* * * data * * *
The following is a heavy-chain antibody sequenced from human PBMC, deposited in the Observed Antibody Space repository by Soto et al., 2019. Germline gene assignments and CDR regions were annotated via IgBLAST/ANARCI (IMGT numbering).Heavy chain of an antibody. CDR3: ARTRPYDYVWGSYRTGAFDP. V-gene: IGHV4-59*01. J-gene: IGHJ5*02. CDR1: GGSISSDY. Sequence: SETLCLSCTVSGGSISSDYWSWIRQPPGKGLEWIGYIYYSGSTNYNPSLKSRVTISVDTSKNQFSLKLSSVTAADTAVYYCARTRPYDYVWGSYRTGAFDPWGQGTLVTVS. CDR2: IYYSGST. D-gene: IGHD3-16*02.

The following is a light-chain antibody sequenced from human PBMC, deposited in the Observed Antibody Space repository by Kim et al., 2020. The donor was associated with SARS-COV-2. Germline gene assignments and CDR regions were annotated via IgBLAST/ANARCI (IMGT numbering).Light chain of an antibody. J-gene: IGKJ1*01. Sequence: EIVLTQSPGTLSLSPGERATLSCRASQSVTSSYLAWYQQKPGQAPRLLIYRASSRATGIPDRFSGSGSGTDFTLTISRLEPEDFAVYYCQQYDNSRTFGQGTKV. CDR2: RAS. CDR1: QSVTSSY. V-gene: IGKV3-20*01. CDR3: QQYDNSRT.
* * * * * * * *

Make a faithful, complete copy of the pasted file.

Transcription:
The following is a heavy-chain antibody sequenced from human PBMC, deposited in the Observed Antibody Space repository by Soto et al., 2019. Germline gene assignments and CDR regions were annotated via IgBLAST/ANARCI (IMGT numbering).Heavy chain of an antibody. CDR3: ARTRPYDYVWGSYRTGAFDP. V-gene: IGHV4-59*01. J-gene: IGHJ5*02. CDR1: GGSISSDY. Sequence: SETLCLSCTVSGGSISSDYWSWIRQPPGKGLEWIGYIYYSGSTNYNPSLKSRVTISVDTSKNQFSLKLSSVTAADTAVYYCARTRPYDYVWGSYRTGAFDPWGQGTLVTVS. CDR2: IYYSGST. D-gene: IGHD3-16*02.

The following is a light-chain antibody sequenced from human PBMC, deposited in the Observed Antibody Space repository by Kim et al., 2020. The donor was associated with SARS-COV-2. Germline gene assignments and CDR regions were annotated via IgBLAST/ANARCI (IMGT numbering).Light chain of an antibody. J-gene: IGKJ1*01. Sequence: EIVLTQSPGTLSLSPGERATLSCRASQSVTSSYLAWYQQKPGQAPRLLIYRASSRATGIPDRFSGSGSGTDFTLTISRLEPEDFAVYYCQQYDNSRTFGQGTKV. CDR2: RAS. CDR1: QSVTSSY. V-gene: IGKV3-20*01. CDR3: QQYDNSRT.